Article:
New Working Paper: Identity and Opinion07 Jan 2014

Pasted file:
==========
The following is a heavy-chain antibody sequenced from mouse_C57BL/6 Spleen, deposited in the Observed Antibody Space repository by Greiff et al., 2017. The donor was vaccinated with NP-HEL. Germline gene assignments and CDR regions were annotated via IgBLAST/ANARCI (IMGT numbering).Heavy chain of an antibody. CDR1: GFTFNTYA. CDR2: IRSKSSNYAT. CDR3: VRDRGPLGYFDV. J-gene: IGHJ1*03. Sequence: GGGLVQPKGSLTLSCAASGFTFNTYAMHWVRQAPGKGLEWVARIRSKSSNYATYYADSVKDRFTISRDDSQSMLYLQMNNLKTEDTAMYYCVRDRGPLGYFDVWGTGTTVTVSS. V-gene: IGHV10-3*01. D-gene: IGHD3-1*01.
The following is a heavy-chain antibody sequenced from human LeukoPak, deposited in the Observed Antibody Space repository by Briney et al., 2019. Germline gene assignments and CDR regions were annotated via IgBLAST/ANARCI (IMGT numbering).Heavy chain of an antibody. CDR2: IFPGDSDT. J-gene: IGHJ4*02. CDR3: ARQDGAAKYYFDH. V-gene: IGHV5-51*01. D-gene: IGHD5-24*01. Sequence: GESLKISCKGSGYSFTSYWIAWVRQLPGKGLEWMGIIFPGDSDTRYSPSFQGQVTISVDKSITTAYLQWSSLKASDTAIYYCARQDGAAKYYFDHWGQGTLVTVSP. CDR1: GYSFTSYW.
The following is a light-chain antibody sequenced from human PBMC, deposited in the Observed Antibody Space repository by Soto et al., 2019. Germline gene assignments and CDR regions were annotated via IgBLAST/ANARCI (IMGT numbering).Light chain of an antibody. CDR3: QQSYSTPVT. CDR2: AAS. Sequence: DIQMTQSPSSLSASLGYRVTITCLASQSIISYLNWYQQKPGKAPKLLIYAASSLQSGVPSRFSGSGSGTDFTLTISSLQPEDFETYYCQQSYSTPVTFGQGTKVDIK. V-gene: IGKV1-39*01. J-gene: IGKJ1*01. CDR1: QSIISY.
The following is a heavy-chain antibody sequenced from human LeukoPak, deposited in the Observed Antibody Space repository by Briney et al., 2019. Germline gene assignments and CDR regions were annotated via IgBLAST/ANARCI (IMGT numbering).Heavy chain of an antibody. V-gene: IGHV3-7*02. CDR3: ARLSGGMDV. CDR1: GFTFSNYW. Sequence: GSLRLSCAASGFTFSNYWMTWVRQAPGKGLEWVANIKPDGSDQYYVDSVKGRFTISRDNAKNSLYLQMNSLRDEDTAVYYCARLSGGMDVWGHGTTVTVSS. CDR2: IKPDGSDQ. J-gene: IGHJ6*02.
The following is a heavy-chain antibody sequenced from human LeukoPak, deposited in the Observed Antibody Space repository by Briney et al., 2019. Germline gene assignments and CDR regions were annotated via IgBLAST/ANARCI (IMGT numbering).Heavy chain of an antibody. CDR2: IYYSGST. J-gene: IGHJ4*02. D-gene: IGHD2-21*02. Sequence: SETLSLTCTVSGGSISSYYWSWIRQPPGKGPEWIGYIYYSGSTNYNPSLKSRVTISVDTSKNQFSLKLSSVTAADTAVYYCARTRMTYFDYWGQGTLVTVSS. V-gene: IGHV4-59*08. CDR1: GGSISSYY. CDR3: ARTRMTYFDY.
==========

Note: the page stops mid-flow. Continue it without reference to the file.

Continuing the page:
Identity and content are inextricably linked in social media. Content items are almost always displayed alongside the identity of the user who shares them. This social context enables social advertising but thwarts marketers’ efforts to separate causal engagement effects of content from the identity of the user who shares it. To identify the role of identity in driving engagement, we conducted a large-scale randomized experiment on a social news website. For any comment on the site, 5% of random viewers could not see the commenter’s identity, allowing us to measure how users interact with anonymous content. We conducted the experiment over two years, facilitating within-commenter measurements that characterize heterogeneity in identity effects. Our results establish three conclusions. First, identity cues affect rating behavior and discourse, and these effects depend on the specific identity of the content producer. Identity cues improve some users’ content ratings and responses, while reducing ratings and replies for others. Second, both selective turnout and opinion change drive the results, meaning identity cues actually change people’s opinions. Third, we find an association between users’ past scores and identity effects, implying that users bias ratings toward past identity-rating associations. This work improves our understanding of the persuasive impact of identity and helps marketers create more effective social advertising.
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